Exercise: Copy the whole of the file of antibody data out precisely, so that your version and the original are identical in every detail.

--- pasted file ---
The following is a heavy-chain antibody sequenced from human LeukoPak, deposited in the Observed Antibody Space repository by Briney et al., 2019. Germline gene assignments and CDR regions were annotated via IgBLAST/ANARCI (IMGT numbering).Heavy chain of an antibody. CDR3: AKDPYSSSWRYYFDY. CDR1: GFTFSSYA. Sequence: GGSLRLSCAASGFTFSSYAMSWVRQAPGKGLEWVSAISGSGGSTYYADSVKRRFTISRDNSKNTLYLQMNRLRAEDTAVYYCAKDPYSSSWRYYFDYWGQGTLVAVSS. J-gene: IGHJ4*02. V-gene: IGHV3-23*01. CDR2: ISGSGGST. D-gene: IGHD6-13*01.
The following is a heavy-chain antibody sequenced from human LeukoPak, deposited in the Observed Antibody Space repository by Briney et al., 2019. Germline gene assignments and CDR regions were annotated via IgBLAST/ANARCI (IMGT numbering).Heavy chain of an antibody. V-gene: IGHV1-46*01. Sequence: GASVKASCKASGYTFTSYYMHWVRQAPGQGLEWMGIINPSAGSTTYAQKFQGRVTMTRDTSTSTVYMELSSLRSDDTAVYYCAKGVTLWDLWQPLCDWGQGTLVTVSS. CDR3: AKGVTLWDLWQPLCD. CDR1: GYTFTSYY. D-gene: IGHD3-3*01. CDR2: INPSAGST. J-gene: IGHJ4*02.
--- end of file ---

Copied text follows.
The following is a heavy-chain antibody sequenced from human LeukoPak, deposited in the Observed Antibody Space repository by Briney et al., 2019. Germline gene assignments and CDR regions were annotated via IgBLAST/ANARCI (IMGT numbering).Heavy chain of an antibody. CDR3: AKDPYSSSWRYYFDY. CDR1: GFTFSSYA. Sequence: GGSLRLSCAASGFTFSSYAMSWVRQAPGKGLEWVSAISGSGGSTYYADSVKRRFTISRDNSKNTLYLQMNRLRAEDTAVYYCAKDPYSSSWRYYFDYWGQGTLVAVSS. J-gene: IGHJ4*02. V-gene: IGHV3-23*01. CDR2: ISGSGGST. D-gene: IGHD6-13*01.
The following is a heavy-chain antibody sequenced from human LeukoPak, deposited in the Observed Antibody Space repository by Briney et al., 2019. Germline gene assignments and CDR regions were annotated via IgBLAST/ANARCI (IMGT numbering).Heavy chain of an antibody. V-gene: IGHV1-46*01. Sequence: GASVKASCKASGYTFTSYYMHWVRQAPGQGLEWMGIINPSAGSTTYAQKFQGRVTMTRDTSTSTVYMELSSLRSDDTAVYYCAKGVTLWDLWQPLCDWGQGTLVTVSS. CDR3: AKGVTLWDLWQPLCD. CDR1: GYTFTSYY. D-gene: IGHD3-3*01. CDR2: INPSAGST. J-gene: IGHJ4*02.